I continue to find myself passionately fascinated by autism: perhaps not the condition itself as much as the extraordinary people and stories that I encounter as I continue to read and to reflect on my own experiences with those on the spectrum through my work as a dance and writing teacher.

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Dr Hanz Asperger, after whom a particular diagnosis was named until the DSM-V was issued in 2013, referred to his young patients as his “little professors.” He noticed that these young children, despite exhibiting challenges in the social arena, nonetheless demonstrated extraordinary intelligence, maturity, and inspiring fascination with the objects of their attention. Indeed, I have found that one of the most affirming and effective techniques that you can employ in working with children (or anyone) on the spectrum is to treat them as you would a respected adult. By being mindful of the fact that there is a unique brilliance within us all, sometimes all an individual needs is affirmation there is someone out in the world who takes them seriously and understands them on their own terms.

I have a student right now at my dance studio, age 10, who is on the spectrum. She is in a group class and also is working on a solo so I see her for an additional thirty minutes a week one-on-one. I’ll call her Billie.

By being mindful of the fact that there is a unique brilliance within us all, sometimes all an individual needs is affirmation there is someone out in the world who takes them seriously and understands them on their own terms.

I so look forward to my time with Billie. She is high-functioning (although we all need to be questioning the validity of such distinctions for a variety of reasons that I might consider in another post). She is a very chatty and cheerful child, who looks forward to her “time with Mr Jesse,” as she has told me. She always shares what is going on in her life and at school. She even brings in projects or writing that she wants me to see. Billie also has a wonderful sense of humor and I love that she “gets” and laughs at my jokes that other neurotypical children her age simply don’t appreciate.

I know that one reason Billie values her solo time is that she feels understood in that space. I make an effort to validate her thoughts, experiences, stories, jokes, and questions. I say “make an effort” but I don’t mean that it is an exceptional challenge for me to understand and meaningfully respond to Billie. Rather, aware of her placement on the spectrum, I act very naturally and kindly toward her but I make sure that my warm and positive intentions are rendered clearly and obviously to her. I also check for comprehension and rephrase if she seems to not have understood something that I have said. Sometimes that’s as simple as looking for a glimmer in her eye when I have paid her a compliment or told her how happy I was with her progress.

Billie has an extensive vocabulary that extends well beyond that of the average neurotypical ten-year-old. I remember several years ago—she must have been seven or eight at that point—she was working hard on a step that can be kind of tricky even for adults: the Charleston. It was going to go into the choreography for her recital dance and she was determined to make sense of it. We were spending a significant amount of time working not this one step, but it was an entirely pleasant experience with she and I both exhibiting patient care as we tried it over and over again. We made the making of mistakes perfectly acceptable by laughing them off. Suddenly, she blurted out, “I’m getting the left pretty good, but apparently the right leg doesn’t want to cooperate!” I burst out laughing, agreeing with her, which made her brighten her facial expression even more. I was struck with this young child’s correct use of of the adverb “apparently” as well as her characterization of her right leg as “not wanting to cooperate!”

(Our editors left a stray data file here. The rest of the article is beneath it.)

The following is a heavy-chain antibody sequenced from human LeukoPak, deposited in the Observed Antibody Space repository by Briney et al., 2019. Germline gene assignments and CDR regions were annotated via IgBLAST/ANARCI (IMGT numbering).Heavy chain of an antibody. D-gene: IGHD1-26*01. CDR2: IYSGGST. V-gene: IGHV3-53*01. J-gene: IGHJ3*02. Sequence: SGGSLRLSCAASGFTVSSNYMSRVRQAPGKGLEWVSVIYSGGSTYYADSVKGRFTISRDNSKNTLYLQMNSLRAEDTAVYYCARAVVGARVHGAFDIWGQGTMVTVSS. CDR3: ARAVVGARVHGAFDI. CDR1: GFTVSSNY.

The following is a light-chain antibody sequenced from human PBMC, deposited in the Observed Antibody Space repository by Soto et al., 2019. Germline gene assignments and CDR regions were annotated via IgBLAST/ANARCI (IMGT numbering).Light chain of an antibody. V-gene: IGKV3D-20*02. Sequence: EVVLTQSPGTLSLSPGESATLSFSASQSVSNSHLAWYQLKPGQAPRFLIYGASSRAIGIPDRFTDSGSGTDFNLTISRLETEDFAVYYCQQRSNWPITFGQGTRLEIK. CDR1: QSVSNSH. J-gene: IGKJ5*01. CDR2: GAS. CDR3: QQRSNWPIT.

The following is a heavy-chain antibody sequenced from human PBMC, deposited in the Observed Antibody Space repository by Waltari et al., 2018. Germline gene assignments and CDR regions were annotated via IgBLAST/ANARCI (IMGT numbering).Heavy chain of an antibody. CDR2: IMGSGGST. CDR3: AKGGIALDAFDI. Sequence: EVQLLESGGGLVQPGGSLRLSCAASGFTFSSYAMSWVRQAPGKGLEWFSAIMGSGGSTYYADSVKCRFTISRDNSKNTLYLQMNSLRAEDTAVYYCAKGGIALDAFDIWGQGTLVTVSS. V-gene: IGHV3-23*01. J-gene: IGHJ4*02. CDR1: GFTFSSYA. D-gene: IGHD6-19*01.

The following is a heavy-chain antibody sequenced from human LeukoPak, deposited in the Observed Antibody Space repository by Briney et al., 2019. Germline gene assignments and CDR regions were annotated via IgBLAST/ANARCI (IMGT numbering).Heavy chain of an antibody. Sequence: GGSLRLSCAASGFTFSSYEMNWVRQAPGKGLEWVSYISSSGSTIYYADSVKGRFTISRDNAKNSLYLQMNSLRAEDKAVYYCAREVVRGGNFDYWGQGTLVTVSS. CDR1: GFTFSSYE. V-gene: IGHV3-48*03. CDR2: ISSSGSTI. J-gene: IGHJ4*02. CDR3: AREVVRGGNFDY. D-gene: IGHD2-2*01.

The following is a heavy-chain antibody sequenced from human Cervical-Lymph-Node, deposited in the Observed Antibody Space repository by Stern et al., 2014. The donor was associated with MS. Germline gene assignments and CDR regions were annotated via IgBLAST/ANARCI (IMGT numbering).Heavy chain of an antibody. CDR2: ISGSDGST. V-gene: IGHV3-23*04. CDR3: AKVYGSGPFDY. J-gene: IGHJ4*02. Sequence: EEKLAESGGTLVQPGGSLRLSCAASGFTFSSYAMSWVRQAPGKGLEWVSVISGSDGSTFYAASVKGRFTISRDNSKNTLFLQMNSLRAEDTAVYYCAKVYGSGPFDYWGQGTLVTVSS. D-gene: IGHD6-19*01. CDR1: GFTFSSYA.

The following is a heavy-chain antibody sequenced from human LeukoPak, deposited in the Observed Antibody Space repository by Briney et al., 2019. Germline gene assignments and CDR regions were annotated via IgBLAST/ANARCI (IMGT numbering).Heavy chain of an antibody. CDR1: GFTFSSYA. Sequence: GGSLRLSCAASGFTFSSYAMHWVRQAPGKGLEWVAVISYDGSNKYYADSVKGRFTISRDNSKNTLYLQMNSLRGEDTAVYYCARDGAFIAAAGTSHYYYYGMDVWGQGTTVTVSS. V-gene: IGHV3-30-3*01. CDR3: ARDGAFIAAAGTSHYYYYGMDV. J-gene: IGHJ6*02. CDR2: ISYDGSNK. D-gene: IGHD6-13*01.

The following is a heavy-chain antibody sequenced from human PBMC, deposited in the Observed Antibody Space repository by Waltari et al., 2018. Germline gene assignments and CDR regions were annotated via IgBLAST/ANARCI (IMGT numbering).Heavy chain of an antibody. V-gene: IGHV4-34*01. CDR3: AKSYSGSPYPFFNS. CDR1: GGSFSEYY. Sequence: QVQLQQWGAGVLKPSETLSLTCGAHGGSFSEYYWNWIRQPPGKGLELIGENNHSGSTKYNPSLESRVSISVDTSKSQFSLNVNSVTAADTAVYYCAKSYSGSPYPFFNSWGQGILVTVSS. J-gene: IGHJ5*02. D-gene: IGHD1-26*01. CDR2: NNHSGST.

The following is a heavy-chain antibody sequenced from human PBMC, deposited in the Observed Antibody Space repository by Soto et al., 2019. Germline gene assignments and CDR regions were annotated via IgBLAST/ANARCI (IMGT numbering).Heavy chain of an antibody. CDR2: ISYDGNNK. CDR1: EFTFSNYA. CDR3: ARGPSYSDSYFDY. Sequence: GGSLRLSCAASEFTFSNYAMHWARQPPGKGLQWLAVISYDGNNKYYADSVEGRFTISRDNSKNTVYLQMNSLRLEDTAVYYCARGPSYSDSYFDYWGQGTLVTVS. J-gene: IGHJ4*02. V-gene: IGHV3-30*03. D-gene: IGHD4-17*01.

“Tell that right leg to stop being naughty!” I responded while laughing and she giggled as well. The lighthearted atmosphere, the deflection of blame onto the leg instead of onto herself, and the calm and safe space we had created, all meant that Billie could enjoy her time working on a rather challenging maneuver. The challenge was fun not stressful and our time in the studio was enjoyable, not anxiety-inducing.

One theme that Remrov and Prizant (please see my previous post) emphasize in their work is that autistic people, often in great earnest, are merely trying to make sense of a world that was not designed with their needs in mind.

But—you’ll find that there are as many different needs, preferences, ways of thinking, and ways of learning as there are human beings. And it takes only a tiny bit of patience, mindfulness, and positive intention in order to give our students—any student—the validation and safety of space that they need in order to thrive. I’ll continue to share my observations and thoughts here.

I welcome anyone reading this blog to please not hesitate to comment or send me a message. Perhaps those of us who have an interest in autism and the arts (and I do intend for this category to be as broad and inclusive as possible!) can begin to form a kind of community and learn from each other. I know that, in addition to reading as much as I can, being in a community of interested and intelligent others can be an incredibly rewarding experience. Please reach out and share your experiences, your thoughts, your tips and techniques, or your questions! Let’s grow together and we’ll change the world!